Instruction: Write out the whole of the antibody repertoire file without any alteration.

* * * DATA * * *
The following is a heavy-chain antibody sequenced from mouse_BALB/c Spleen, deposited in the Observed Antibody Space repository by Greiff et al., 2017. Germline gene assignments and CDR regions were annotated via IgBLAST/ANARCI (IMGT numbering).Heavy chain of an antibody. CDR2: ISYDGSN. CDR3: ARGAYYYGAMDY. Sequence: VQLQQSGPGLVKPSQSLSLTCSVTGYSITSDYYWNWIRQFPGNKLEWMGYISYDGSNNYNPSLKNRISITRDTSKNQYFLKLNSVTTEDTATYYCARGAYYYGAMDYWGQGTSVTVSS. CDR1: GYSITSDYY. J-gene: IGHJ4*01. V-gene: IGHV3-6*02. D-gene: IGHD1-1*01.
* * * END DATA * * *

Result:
The following is a heavy-chain antibody sequenced from mouse_BALB/c Spleen, deposited in the Observed Antibody Space repository by Greiff et al., 2017. Germline gene assignments and CDR regions were annotated via IgBLAST/ANARCI (IMGT numbering).Heavy chain of an antibody. CDR2: ISYDGSN. CDR3: ARGAYYYGAMDY. Sequence: VQLQQSGPGLVKPSQSLSLTCSVTGYSITSDYYWNWIRQFPGNKLEWMGYISYDGSNNYNPSLKNRISITRDTSKNQYFLKLNSVTTEDTATYYCARGAYYYGAMDYWGQGTSVTVSS. CDR1: GYSITSDYY. J-gene: IGHJ4*01. V-gene: IGHV3-6*02. D-gene: IGHD1-1*01.